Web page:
Vague Law Foments Debate Over USPS Parcel Pricing

Vague Law Foments Debate Over USPS Parcel Pricing

There’s been quite the hullabaloo raging over the U.S. Postal Service’s (USPS) pricing of parcels. President Donald J. Trump started a volley in late December 2017 by tweeting:

Why is the United States Post Office, which is losing many billions of dollars a year, while charging Amazon and others so little to deliver their packages, making Amazon richer and the Post Office dumber and poorer? Should be charging MUCH MORE!

Trump subsequently lobbed additional bombs, alleging a “scam” that was soaking USPS $1.50 for every parcel it delivered for Amazon.

The president was not just popping off randomly. The Postal Service’s parcel business has been a bone of contention for years. Postal unions and the U.S. Postal Service Office of Inspector General have flagged certain deals with shippers, alleging pricing and labor-cost issues. There also is a fundamental policy question involved: Should a government agency compete with private businesses?

The fight has grown more intense because the Postal Service has quickly become a big player in parcels. Ten years ago, parcels were little more than a rounding error for USPS — $1.8 billion of the agency’s $75 billion in revenues. Today, USPS rakes in $19.5 billion delivering parcels, which is 28 percent of its revenues. That amounts to 5.7 billion parcels delivered.

Not everyone bought the president’s argument. Josh Barro of Business Insider countered that the figure, which came from a Citibank analysis, was wrong. The analyst who came up with the original figure admitted he had looked at the legal floor for parcels’ cost coverage, not the actual reported figures. Barro pointed out that figures reported to the Postal Regulatory Commission, which oversees the Post Office, indicated USPS had profited on parcels. Indeed, the regulator reported that in 2017, 842 of 846 USPS parcel delivery deals with shippers were compliant with postal law’s pricing demands.

Back and forth the debate goes, with little sign that a definitive answer is emerging. Why is a seemingly straightforward question — whether the Postal Service is profiting on parcel deliveries — so hard to answer?

The reason, in great measure, is because postal law does not define the word “profit.” This is not a problem when it comes to assessing the financial health of the USPS as a whole. We can see a tally of the total revenues and expenses in the Postal Service’s annual reports, so we know the agency has been unprofitable most years. (Last year, it lost $2.7 billion.) Trying to determine which products and services are causing those losses, however, is another kettle of fish.

At first blush, it seems simple. The Post Office reports the revenue it earns for each type of product and service it provides, as well as the “attributable cost.” So in 2017, for example, we see first-class package service brought in $2.79 billion in revenue and had an attributable cost of $1.9 billion. That means USPS profited $0.8 billion on this line of business, right?

One would be forgiven for answering “yes” but then finding oneself mired in a paradox: USPS reports that nearly every one of its products and services brings in revenue that more than covers the agency’s attributable costs. First class mail covers 210.2 percent of its attributable costs. Priority Mail covers 132.9 percent of its attributable costs. And so on. Yet the Post Office itself hemorrhages money. Which prompts the question: How can USPS lose billions when the agency’s revenues exceed its costs?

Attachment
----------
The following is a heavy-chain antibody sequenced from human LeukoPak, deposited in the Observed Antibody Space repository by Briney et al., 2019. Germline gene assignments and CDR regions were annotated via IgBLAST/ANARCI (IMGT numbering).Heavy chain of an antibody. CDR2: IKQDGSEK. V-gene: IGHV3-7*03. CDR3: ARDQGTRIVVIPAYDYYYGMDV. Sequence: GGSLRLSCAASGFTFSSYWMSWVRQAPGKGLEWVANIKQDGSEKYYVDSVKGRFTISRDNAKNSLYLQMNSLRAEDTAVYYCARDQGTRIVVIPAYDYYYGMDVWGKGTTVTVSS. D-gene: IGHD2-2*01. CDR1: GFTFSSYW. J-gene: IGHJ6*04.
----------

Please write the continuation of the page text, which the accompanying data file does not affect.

The answer is that attributable costs are not the only costs for which USPS is liable. The Postal Service also has “institutional costs.” What’s the difference? The law defines attributable costs as “the direct and indirect postal costs attributable to such product through reliably identified causal relationships.” Institutional costs are the costs excluded by that definition. Thus, for example, if USPS hires an additional worker to carry parcels, that is an attributable cost. The electricity used to operate a mail sortation plant, on the other hand, is an institutional cost.

Last year, USPS’s total operational costs were $72.4 billion and its attributable costs were only $41.6 billion. That leaves $30.8 in institutional costs, or 42.5 percent of the agency’s overhead. How those institutional costs should be attributed to parcels and other classes of mail has been hotly contested for years, and the method used determines whether individual products are profitable.

Abstruse as the matter is, how USPS attributes costs is a big deal. It is hard for any commercial enterprise to survive if it cannot discern which of its products are money-losers and which are money-winners. Additionally, higher attributed costs associated with parcels or other products could necessitate USPS charging higher prices. This would affect consumers a little and big shippers a lot. Moreover, a longstanding objective of postal law is to ensure that USPS’s monopoly products (e.g., first class mail) do not cross-subsidize USPS products that compete with the private sector.

The law’s vagueness is the root of the problem. Congress could draft a law to clarify the matter, but its postal reform efforts have been mired in gridlock for a few years. USPS’s regulator is pondering the institutional cost issue and may release a new rule on the matter this autumn. But, absent the Postal Regulatory Commission apportioning a large chunk of USPS’s institutional costs among mail classes, it is hard to see the parcel pricing debate ever ending.

Kevin R. Kosar is the vice president of policy at the R Street Institute.

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